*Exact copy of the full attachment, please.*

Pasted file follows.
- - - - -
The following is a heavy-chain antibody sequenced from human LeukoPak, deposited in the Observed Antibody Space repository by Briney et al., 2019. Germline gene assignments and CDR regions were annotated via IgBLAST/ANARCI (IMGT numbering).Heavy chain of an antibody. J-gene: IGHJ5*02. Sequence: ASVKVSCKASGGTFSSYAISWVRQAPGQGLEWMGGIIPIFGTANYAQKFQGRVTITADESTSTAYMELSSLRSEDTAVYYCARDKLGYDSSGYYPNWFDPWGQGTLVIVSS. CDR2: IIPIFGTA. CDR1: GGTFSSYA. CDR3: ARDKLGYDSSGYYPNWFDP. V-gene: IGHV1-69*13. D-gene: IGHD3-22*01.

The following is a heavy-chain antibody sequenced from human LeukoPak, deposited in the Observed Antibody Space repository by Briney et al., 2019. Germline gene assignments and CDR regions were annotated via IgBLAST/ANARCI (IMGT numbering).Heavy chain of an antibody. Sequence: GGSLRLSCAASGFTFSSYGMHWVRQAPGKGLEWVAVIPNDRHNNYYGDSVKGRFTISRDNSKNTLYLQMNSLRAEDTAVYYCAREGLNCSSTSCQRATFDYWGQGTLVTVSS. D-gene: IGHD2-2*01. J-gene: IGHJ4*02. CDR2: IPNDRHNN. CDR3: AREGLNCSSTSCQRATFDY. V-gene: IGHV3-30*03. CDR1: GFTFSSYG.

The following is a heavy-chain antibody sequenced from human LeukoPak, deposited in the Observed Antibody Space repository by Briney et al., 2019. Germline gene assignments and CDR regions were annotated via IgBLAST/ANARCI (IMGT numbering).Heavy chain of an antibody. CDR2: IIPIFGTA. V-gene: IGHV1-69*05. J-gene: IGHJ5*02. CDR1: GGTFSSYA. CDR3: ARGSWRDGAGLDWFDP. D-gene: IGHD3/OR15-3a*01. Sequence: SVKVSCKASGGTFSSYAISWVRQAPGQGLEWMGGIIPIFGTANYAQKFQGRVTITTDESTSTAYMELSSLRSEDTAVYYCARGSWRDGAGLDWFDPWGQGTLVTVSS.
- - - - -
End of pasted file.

The following is a heavy-chain antibody sequenced from human LeukoPak, deposited in the Observed Antibody Space repository by Briney et al., 2019. Germline gene assignments and CDR regions were annotated via IgBLAST/ANARCI (IMGT numbering).Heavy chain of an antibody. J-gene: IGHJ5*02. Sequence: ASVKVSCKASGGTFSSYAISWVRQAPGQGLEWMGGIIPIFGTANYAQKFQGRVTITADESTSTAYMELSSLRSEDTAVYYCARDKLGYDSSGYYPNWFDPWGQGTLVIVSS. CDR2: IIPIFGTA. CDR1: GGTFSSYA. CDR3: ARDKLGYDSSGYYPNWFDP. V-gene: IGHV1-69*13. D-gene: IGHD3-22*01.

The following is a heavy-chain antibody sequenced from human LeukoPak, deposited in the Observed Antibody Space repository by Briney et al., 2019. Germline gene assignments and CDR regions were annotated via IgBLAST/ANARCI (IMGT numbering).Heavy chain of an antibody. Sequence: GGSLRLSCAASGFTFSSYGMHWVRQAPGKGLEWVAVIPNDRHNNYYGDSVKGRFTISRDNSKNTLYLQMNSLRAEDTAVYYCAREGLNCSSTSCQRATFDYWGQGTLVTVSS. D-gene: IGHD2-2*01. J-gene: IGHJ4*02. CDR2: IPNDRHNN. CDR3: AREGLNCSSTSCQRATFDY. V-gene: IGHV3-30*03. CDR1: GFTFSSYG.

The following is a heavy-chain antibody sequenced from human LeukoPak, deposited in the Observed Antibody Space repository by Briney et al., 2019. Germline gene assignments and CDR regions were annotated via IgBLAST/ANARCI (IMGT numbering).Heavy chain of an antibody. CDR2: IIPIFGTA. V-gene: IGHV1-69*05. J-gene: IGHJ5*02. CDR1: GGTFSSYA. CDR3: ARGSWRDGAGLDWFDP. D-gene: IGHD3/OR15-3a*01. Sequence: SVKVSCKASGGTFSSYAISWVRQAPGQGLEWMGGIIPIFGTANYAQKFQGRVTITTDESTSTAYMELSSLRSEDTAVYYCARGSWRDGAGLDWFDPWGQGTLVTVSS.